, with 720 = 6! elements, is the only finite symmetric group which has an outer automorphism. This automorphism allows us to construct a number of exceptional mathematical objects such as the S(5,6,12) Steiner system, the projective plane of order 4, the four-dimensional 5-cell, and the Hoffman-Singleton graph. A closely related result is the following theorem: 6 is the only natural number for which there is a construction of isomorphic objects on an -set , invariant under all permutations of , but not naturally in one-to-one correspondence with the elements of . This can also be expressed category theoretically: consider the category whose objects are the element sets and whose arrows are the bijections between the sets. This category has a non-trivial functor to itself only for .

In the classification of finite simple groups, twenty of twenty-six sporadic groups in the happy family are part of three families of groups which divide the order of the friendly giant, the largest sporadic group: five first generation Mathieu groups, seven second generation subquotients of the Leech lattice, and eight third generation subgroups of the friendly giant. The remaining six sporadic groups do not divide the order of the friendly giant, which are termed the pariahs (Ly, O'N, Ru, J4, J3, and J1).[24]

List of basic calculations[edit]

Multiplication 1 2 3 4 5 6 7 8 9 10 11 12 13 14 15 16 17 18 19 20 25 50 100 1000
6 × x 6 12 18 24 30 36 42 48 54 60 66 72 78 84 90 96 102 108 114 120 150 300 600 6000
Division 1 2 3 4 5 6 7 8 9 10 11 12 13 14 15
6 ÷ x 6 3 2 1.5 1.2 1 0.857142 0.75 0.6 0.6 0.54 0.5 0.461538 0.428571 0.4
x ÷ 6 0.16 0.3 0.5 0.6 0.83 1 1.16 1.3 1.5 1.6 1.83 2 2.16 2.3 2.5
Exponentiation 1 2 3 4 5 6 7 8 9 10 11 12 13
6x 6 36 216 1296 7776 46656 279936 1679616 10077696 60466176 362797056 2176782336 13060694016
x6 1 64 729 4096 15625 46656 117649 262144 531441 1000000 1771561 2985984 4826809

Greek and Latin word parts[edit]

Hexa[edit]

Hexa is classical Greek for "six".[1] Thus:

  • "Hexadecimal" combines hexa- with the Latinate decimal to name a number base of 16[25]
  • A hexagon is a regular polygon with six sides[26]
  • A hexahedron is a polyhedron with six faces, with a cube being a special case[27]
  • Hexameter is a poetic form consisting of six feet per line
  • A "hex nut" is a nut with six sides, and a hex bolt has a six-sided head
  • The prefix "hexa-" also occurs in the systematic name of many chemical compounds, such as hexane which has 6 carbon atoms (C6H14).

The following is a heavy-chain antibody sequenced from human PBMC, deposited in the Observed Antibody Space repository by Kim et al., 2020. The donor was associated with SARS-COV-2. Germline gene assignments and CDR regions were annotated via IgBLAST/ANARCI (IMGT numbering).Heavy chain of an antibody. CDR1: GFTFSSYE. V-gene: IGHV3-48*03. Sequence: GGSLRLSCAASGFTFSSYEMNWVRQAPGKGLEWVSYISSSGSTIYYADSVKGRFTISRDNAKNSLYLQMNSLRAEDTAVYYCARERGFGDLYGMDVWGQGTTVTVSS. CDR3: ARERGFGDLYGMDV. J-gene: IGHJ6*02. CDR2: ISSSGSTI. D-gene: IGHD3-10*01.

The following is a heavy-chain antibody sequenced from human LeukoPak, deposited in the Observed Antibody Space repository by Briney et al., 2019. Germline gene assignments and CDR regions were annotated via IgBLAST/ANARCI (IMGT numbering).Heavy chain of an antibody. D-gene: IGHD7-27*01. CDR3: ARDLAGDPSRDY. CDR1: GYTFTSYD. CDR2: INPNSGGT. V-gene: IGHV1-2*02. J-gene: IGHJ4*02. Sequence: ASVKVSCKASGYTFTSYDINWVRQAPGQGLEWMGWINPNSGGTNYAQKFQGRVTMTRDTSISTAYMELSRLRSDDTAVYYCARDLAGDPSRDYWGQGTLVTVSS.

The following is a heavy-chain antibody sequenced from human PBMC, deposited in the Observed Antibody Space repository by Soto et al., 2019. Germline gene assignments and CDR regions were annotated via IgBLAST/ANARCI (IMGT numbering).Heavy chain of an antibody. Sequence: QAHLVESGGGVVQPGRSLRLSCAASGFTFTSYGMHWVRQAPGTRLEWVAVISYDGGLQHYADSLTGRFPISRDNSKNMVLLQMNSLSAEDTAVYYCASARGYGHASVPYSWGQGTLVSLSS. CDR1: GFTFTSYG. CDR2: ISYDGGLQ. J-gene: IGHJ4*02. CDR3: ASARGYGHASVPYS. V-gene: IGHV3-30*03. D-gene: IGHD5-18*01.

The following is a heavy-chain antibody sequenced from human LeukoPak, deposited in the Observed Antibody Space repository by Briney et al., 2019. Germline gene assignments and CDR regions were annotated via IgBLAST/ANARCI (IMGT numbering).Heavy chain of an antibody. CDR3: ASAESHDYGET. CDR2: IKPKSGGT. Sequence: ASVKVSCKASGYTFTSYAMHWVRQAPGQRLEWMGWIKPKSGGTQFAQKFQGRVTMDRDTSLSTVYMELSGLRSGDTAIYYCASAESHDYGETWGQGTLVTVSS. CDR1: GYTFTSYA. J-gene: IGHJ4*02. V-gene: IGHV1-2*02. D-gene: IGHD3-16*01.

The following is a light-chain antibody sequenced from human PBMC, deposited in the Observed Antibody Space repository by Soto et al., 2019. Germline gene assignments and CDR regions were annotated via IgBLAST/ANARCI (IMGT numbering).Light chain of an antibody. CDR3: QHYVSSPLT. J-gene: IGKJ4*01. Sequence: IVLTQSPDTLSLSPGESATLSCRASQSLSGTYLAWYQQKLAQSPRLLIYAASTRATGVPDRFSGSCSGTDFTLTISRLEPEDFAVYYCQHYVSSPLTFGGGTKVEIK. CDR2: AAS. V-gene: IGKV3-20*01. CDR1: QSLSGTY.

The prefix sex-[edit]

Sex- is a Latin prefix meaning "six".[1] Thus:

  • Senary is the ordinal adjective meaning "sixth"[28]
  • People with sexdactyly have six fingers on each hand
  • The measuring instrument called a sextant got its name because its shape forms one-sixth of a whole circle
  • A group of six musicians is called a sextet
  • Six babies delivered in one birth are sextuplets
  • Sexy prime pairs – Prime pairs differing by six are sexy, because sex is the Latin word for six.[29][30]

The SI prefix for 10006 is exa- (E), and for its reciprocal atto- (a).

Evolution of the Hindu-Arabic digit[edit]

The first appearance of 6 is in the Edicts of Ashoka c. 250 BCE. These are Brahmi numerals, ancestors of Hindu-Arabic numerals.
The first known digit "6" in the number "256" in Ashoka's Minor Rock Edict No.1 in Sasaram, c. 250 BCE

The evolution of our modern digit 6 appears rather simple when compared with the other digits. The modern 6 can be traced back to the Brahmi numerals of India, which are first known from the Edicts of Ashoka c. 250 BCE.[31][32][33][34] It was written in one stroke like a cursive lowercase e rotated 90 degrees clockwise. Gradually, the upper part of the stroke (above the central squiggle) became more curved, while the lower part of the stroke (below the central squiggle) became straighter. The Arabs dropped the part of the stroke below the squiggle. From there, the European evolution to our modern 6 was very straightforward, aside from a flirtation with a glyph that looked more like an uppercase G.[35]

On the seven-segment displays of calculators and watches, 6 is usually written with six segments. Some historical calculator models use just five segments for the 6, by omitting the top horizontal bar. This glyph variant has not caught on; for calculators that can display results in hexadecimal, a 6 that looks like a "b" is not practical.

Just as in most modern typefaces, in typefaces with text figures the character for the digit 6 usually has an ascender, as, for example, in .[36]

This digit resembles an inverted 9. To disambiguate the two on objects and documents that can be inverted, the 6 has often been underlined, both in handwriting and on printed labels.

In music[edit]

A standard guitar has six strings.

In artists[edit]

In instruments[edit]

  • A standard guitar has six strings[43]
  • Most woodwind instruments have six basic holes or keys (e.g., bassoon, clarinet, pennywhistle, saxophone); these holes or keys are usually not given numbers or letters in the fingering charts

In music theory[edit]

  • There are six whole tones in an octave.[44]
  • There are six semitones in a tritone.[45]

In works[edit]

In religion[edit]

Judaism[edit]

Islam[edit]

Indeed, We created the heavens and the earth and everything in between in six Days,1 and We were not ˹even˺ touched with fatigue.2

— Surah Qaf:38

Note 1: The word day is not always used in the Quran to mean a 24-hour period. According to Surah Al-Hajj (The Pilgrimage):47, a heavenly Day is 1000 years of our time. The Day of Judgment will be 50,000 years of our time - Surah Al-Maarij (The Ascending Stairways):4. Hence, the six Days of creation refer to six eons of time, known only by Allah.

Note 2: Some Islamic scholars believe this verse comes in response to Exodus 31:17, which says, "The Lord made the heavens and the earth in six days, but on the seventh day He rested and was refreshed."

Others[edit]

In science[edit]

Astronomy[edit]

Biology[edit]

The cells of a beehive are six-sided.

Chemistry[edit]

A molecule of benzene has a ring of six carbon and six hydrogen atoms.
A molecule of benzene has a ring of six carbon and six hydrogen atoms.

Medicine[edit]

  • There are six tastes in traditional Indian medicine (Ayurveda): sweet, sour, salty, bitter, pungent, and astringent. These tastes are used to suggest a diet based on the symptoms of the body.[69]
  • Phase 6 is one of six pandemic influenza phases.[70]

Physics[edit]